Distance covered by first aeroplane flying due north in hours (OA) = 1000 × 3/2 km = 1500 km

Speed of second aeroplane = 1200 km/hr

Distance covered by second aeroplane flying due west in hours (OB) = 1200 × 3/2 km = 1800 km In right angle ΔAOB, by Pythagoras Theorem,

AB2 = AO2 + OB2

⇒ AB2 = (1500)2 + (1800)2

⇒ AB = √(2250000 + 3240000)

= √5490000

⇒ AB = 300√61 km

Hence, the distance between two aeroplanes will be 300√61 km.

12. Two poles of heights 6 m and 11 m stand on a plane ground. If the distance between the feet of the poles is 12 m, find the distance between their tops.

Solution:

Given, Two poles of heights 6 m and 11 m stand on a plane ground.

And distance between the feet of the poles is 12 m. Let AB and CD be the poles of height 6m and 11m.

Therefore, CP = 11 – 6 = 5m

From the figure, it can be observed that AP = 12m

By Pythagoras theorem for ΔAPC, we get,

AP2 = PC2 + AC2

(12m)2 + (5m)2 = (AC)2

AC2 = (144+25) m2 = 169 m2

AC = 13m

Therefore, the distance between their tops is 13 m.

13. D and E are points on the sides CA and CB respectively of a triangle ABC right angled at C. Prove that AE2 + BD2 = AB2 + DE2.

Solution:

Given, D and E are points on the sides CA and CB respectively of a triangle ABC right angled at C. By Pythagoras theorem in ΔACE, we get

AC2 + CE2 = AE2 ………………………………………….(i)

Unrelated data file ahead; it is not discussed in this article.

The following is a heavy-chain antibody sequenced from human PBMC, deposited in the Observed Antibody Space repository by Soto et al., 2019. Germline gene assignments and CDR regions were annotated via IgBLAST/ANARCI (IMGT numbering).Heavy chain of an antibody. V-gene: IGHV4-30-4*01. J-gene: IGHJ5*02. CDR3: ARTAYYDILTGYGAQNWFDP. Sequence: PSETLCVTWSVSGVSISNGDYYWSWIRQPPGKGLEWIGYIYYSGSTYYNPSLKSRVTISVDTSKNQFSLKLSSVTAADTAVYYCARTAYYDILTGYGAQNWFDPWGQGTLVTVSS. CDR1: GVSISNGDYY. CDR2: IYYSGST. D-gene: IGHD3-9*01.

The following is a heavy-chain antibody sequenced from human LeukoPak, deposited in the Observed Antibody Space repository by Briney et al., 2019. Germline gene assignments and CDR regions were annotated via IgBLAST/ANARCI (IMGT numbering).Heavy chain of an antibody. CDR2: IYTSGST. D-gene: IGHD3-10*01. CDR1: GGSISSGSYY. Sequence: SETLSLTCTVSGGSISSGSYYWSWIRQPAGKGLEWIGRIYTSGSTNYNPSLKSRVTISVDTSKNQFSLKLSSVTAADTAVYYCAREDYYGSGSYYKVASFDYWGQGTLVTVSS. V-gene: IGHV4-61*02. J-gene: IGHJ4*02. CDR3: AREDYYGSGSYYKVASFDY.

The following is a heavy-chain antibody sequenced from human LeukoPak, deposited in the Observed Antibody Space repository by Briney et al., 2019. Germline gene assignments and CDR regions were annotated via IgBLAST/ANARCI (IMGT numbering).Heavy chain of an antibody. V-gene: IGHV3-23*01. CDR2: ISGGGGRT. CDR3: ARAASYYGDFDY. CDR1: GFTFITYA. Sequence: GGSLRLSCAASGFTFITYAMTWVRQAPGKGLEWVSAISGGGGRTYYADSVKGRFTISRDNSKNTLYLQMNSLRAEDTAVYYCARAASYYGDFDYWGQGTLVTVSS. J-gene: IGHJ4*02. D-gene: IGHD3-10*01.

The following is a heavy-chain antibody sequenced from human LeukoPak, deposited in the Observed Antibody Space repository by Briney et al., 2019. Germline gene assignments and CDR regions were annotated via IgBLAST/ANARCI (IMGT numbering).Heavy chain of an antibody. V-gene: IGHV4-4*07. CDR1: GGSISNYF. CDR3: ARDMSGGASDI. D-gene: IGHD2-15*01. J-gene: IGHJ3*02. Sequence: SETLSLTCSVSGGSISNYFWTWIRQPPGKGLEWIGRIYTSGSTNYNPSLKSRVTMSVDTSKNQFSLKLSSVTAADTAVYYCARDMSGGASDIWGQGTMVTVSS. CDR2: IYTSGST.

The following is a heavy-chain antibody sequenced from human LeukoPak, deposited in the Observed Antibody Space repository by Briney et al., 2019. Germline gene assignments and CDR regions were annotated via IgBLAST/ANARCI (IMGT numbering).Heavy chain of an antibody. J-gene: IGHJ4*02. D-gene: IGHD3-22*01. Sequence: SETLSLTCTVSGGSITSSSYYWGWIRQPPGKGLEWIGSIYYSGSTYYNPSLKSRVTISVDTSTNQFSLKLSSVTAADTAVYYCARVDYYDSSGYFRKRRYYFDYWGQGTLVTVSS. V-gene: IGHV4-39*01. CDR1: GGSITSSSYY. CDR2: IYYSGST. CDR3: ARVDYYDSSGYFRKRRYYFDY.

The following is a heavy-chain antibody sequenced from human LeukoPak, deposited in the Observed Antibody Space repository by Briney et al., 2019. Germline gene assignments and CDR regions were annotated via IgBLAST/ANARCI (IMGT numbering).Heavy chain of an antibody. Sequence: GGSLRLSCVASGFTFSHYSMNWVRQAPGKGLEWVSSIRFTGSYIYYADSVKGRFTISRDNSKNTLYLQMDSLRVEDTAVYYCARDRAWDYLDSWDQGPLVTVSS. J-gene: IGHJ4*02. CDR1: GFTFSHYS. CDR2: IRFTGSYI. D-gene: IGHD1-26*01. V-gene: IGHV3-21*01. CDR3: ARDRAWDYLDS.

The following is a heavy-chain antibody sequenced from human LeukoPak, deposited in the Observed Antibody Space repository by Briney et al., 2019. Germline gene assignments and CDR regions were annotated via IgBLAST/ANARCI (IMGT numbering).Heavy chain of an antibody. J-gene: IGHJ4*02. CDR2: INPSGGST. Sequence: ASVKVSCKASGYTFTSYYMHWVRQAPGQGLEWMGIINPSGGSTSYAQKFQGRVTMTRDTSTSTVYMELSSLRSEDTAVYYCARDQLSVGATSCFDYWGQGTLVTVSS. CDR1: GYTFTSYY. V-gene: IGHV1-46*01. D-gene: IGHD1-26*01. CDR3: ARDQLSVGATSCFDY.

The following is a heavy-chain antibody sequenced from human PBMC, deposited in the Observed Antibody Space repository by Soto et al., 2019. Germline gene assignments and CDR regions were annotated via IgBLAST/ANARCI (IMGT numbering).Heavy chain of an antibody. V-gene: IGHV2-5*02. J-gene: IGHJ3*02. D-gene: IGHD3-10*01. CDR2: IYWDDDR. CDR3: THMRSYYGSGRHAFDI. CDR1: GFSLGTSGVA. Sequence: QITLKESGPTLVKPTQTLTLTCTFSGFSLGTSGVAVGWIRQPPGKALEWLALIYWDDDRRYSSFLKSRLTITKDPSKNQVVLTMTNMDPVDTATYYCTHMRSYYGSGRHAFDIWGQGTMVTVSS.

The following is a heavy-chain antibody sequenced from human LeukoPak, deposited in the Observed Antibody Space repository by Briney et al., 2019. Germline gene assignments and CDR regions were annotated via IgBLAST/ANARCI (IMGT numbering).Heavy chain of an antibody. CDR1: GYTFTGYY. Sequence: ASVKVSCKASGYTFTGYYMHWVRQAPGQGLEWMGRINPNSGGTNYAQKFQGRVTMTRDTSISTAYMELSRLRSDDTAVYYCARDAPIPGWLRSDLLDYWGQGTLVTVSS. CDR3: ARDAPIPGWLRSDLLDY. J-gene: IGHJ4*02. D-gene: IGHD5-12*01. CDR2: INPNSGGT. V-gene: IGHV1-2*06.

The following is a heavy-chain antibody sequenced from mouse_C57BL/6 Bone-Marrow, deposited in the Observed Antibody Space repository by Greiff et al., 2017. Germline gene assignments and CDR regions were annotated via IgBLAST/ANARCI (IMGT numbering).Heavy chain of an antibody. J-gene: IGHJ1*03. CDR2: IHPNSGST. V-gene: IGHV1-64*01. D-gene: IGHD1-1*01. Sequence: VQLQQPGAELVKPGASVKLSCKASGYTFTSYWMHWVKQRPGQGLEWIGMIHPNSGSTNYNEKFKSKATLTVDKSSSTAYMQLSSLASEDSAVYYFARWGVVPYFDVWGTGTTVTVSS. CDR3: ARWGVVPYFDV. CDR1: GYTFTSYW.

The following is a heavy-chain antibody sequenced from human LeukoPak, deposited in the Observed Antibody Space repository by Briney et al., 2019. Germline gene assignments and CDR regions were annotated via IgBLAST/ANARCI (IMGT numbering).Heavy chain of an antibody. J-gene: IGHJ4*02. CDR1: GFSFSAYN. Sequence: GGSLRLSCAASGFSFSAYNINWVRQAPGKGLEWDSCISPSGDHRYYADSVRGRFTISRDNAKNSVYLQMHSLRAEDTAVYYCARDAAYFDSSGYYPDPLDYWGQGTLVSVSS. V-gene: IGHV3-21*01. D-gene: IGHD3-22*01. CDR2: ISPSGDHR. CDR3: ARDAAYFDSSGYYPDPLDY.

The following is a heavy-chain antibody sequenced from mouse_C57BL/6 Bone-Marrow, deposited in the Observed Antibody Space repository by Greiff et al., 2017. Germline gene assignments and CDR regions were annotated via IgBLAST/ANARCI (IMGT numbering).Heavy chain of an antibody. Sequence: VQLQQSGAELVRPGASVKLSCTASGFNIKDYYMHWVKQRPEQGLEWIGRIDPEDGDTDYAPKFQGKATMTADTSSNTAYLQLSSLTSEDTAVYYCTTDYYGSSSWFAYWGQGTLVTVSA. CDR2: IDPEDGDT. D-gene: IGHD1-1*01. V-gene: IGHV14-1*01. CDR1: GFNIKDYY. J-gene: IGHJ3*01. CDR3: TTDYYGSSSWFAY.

In ΔBCD, by Pythagoras theorem, we get

BC2 + CD2 = BD2 ………………………………..(ii)

From equations (i) and (ii), we get,

AC2 + CE2 + BC2 + CD2 = AE2 + BD2 …………..(iii)

In ΔCDE, by Pythagoras theorem, we get

DE2 = CD2 + CE2

In ΔABC, by Pythagoras theorem, we get

AB2 = AC2 + CB2

Putting the above two values in equation (iii), we get

DE2 + AB2 = AE2 + BD2.

14. The perpendicular from A on side BC of a Δ ABC intersects BC at D such that DB = 3CD (see Figure). Prove that 2AB2 = 2AC2 + BC2. Solution:

Given, the perpendicular from A on side BC of a Δ ABC intersects BC at D such that;

DB = 3CD.

In Δ ABC,

AD ⊥BC and BD = 3CD

AB2 = AD2 + BD2 ……………………….(i)

AC2 = AD2 + DC2 ……………………………..(ii)

Subtracting equation (ii) from equation (i), we get

AB2 – AC2 = BD2 – DC2

= 9CD2 – CD2 [Since, BD = 3CD]

= 8CD2

= 8(BC/4)[Since, BC = DB + CD = 3CD + CD = 4CD]

Therefore, AB2 – AC2 = BC2/2

⇒ 2(AB2 – AC2) = BC2

⇒ 2AB2 – 2AC2 = BC2

∴ 2AB2 = 2AC2 + BC2.

15.  In an equilateral triangle ABC, D is a point on side BC such that BD = 1/3BC. Prove that 9AD2 = 7AB2.

Solution:

Given, ABC is an equilateral triangle.

And D is a point on side BC such that BD = 1/3BC Let the side of the equilateral triangle be a, and AE be the altitude of ΔABC.